As a quid pro quo for debt restructuring
- Greece has promised to reduce its 750,000-strong broader public sector by 150,000 by the end of 2015,
- The minimum wage has been reduced to €2.20 per hour
- Savage pension cuts have been implemented.
- Large public sector pay cuts are being enforced.
- Massive rises in direct, indirect and property taxation have come into effect.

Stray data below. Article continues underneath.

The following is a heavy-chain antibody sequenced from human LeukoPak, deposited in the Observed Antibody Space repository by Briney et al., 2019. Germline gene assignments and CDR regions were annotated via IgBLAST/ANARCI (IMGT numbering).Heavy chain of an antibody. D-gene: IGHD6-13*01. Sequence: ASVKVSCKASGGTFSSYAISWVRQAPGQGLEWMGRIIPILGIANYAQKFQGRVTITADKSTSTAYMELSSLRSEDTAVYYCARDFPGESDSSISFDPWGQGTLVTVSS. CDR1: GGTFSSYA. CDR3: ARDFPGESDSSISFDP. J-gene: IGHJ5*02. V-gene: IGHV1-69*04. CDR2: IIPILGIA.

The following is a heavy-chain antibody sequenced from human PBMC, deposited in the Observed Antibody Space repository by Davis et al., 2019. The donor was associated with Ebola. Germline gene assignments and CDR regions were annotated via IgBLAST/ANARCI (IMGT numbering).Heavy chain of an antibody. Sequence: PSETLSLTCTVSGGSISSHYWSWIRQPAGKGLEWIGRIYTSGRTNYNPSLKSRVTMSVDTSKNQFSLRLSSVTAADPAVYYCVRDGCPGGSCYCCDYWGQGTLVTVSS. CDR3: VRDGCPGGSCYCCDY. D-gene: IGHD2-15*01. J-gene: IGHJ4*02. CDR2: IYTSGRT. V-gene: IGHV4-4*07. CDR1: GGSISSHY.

Mary Lou McDonald and Sinn Fein need to go back to the economic drawing board. They have not thought out the likely consequences of default.Ireland needs concessions on the promissory notes and banking debt. At this juncture jaw-jaw is better than war-war. Hopefully a deal can be reached on the Anglo promissory notes by March. In addition Ireland is hoping that the ESM can be used to retroactively tackle some €30bn of bank debt relating to the recapitalisation of Bank of Ireland, AIB and Permanent TSB. This is a more rational approach than that advocated by Sinn Fein. Populist posturing does not an economic policy make. Sinn Fein is not alone in this. Shane Ross and Stephen Donnelly consistently surf the populist wave. Whilst Donnelly endeavours to come up with solutions, Ross engages in inane criticism devoid of answers.